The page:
NADA Art Fair Is the Most Fun You’ll Have In Miami
Pig brains, porn, and David Duchovny set the emerging art fair apart.
A satellite fair in a league of it’s own, NADA is the least pretentious and, simply put, most fun fair to visit during the frenzy of Art Basel in Miami Beach. Located at the Deauville Beach Resort in Miami’s North Beach since 2009, the satellite fair is where all the young galleries (and others still young at heart) go to showcase the art world’s most exciting and unexplored talent. NADA is niche and it likes it that way.
A plethora of New York galleries are in attendance for the fair’s 2014 edition, with Marlborough Chelsea showing along the same aisle as Brooklyn and Brussels’s CLEARING and the Lower East Side’s Tomorrow Gallery. But how was business in the first few hours of NADA’s preview? According to Tomorrow Gallery director Tara Downs “it’s going really well. Brad Troemel’s works are pretty much booth candy. People are really attracted to it.” Troemel’s display consists of five rainbow-colored, slim plastic boxes that house living ant colonies. They’re a perfect backdrop for a #artselfie. CLEARING director, Lola Kramer, told artnet News that within the first hour of NADA’s preview, much of the work shown in their booth had also been snapped up by collectors.
David Lewis’ booth had a work by Hans-Christian Lotz, which was among the fair’s most interesting pieces. The choice work, Untitled, is a rectangular solar panel frame in which pig brains and a computer chip are suspended in resin. Though somewhat disturbing, the work refreshingly minimal and grapples with notions of decay, preservation, and the future of technology—all while maintaining a physical reference to traditional painting on canvas.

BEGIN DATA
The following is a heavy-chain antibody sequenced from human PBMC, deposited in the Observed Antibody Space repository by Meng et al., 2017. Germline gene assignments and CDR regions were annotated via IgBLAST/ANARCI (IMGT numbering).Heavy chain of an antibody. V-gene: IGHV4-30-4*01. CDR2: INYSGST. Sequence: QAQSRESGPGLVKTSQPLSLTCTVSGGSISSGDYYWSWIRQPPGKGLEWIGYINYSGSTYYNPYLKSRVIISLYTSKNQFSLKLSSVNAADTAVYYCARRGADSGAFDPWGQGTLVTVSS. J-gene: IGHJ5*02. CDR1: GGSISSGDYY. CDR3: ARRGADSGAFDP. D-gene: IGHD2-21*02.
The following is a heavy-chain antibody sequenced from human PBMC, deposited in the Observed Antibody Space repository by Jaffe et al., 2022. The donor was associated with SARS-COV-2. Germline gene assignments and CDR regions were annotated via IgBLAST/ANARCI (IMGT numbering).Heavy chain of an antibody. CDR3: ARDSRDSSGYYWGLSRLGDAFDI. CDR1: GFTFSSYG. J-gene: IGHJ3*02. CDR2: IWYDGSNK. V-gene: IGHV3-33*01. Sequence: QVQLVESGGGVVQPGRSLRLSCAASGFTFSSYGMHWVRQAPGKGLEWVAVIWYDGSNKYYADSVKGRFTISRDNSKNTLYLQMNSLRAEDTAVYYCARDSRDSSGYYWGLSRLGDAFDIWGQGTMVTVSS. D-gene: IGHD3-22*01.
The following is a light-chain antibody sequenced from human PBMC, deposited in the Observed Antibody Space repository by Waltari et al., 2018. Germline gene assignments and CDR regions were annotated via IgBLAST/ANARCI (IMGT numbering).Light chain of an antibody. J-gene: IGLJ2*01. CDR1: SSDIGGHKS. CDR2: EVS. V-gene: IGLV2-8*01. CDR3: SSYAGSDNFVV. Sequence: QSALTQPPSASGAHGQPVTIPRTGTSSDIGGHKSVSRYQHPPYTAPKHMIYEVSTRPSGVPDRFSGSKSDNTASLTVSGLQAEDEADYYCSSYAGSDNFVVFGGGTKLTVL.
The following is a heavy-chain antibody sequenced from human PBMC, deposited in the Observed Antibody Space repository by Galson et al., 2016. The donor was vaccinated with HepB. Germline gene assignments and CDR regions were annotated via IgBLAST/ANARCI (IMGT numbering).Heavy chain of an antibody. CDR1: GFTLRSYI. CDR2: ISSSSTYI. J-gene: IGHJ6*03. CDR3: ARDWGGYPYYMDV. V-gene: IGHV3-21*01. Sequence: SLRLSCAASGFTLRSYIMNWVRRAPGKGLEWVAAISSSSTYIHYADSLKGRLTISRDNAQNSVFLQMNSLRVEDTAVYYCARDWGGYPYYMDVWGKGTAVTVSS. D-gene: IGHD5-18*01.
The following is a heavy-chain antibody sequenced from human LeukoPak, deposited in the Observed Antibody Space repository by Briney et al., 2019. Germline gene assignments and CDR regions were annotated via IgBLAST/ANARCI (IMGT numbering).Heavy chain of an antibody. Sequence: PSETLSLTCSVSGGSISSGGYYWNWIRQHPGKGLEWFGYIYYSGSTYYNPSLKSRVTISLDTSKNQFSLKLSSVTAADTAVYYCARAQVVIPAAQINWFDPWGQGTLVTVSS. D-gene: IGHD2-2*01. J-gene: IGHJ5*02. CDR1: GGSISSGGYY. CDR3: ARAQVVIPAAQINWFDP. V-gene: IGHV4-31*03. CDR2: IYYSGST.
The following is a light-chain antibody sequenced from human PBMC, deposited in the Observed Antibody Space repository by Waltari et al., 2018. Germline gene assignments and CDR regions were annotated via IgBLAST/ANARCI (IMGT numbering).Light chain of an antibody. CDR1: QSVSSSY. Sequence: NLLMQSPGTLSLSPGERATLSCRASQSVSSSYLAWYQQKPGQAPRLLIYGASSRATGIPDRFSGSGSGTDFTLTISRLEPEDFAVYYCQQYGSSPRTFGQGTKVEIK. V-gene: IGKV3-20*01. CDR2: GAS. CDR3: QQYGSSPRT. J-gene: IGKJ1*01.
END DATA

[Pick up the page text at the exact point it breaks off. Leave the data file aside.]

London-based gallery The Sunday Painter shows only one artist at NADA, Poland-based Piotr Lakomy. The entire booth is lined with yellow, foil-like material. Metal honeycomb pieces line one wall; a light installation bedecks another, and a metal sheet is strewn across the booth’s floor.
Meanwhile CANADA gallery’s booth is entirely covered with works on paper. Frames butt up against one another, which, while not exactly a popular strategy at fairs these days, was a successful one for the gallery at NADA. Only three hours into the fair, most works on show already had red stickers next to them.
Among the smaller booths or “projects” at the fair, Darja Bajagic’s work at Grand Century stands out (see Why Darja Bajagic Appropriates Porn and Serial Killer Art). The artist is showing a visceral black and red work layered with collages that have been splattered with red paint. The images, sourced from a Russian pornographic magazine, feature girls with busty chests juxtaposed with portraits of actor, David Duchovny, who was profiled in the same magazine due to his sex addiction.
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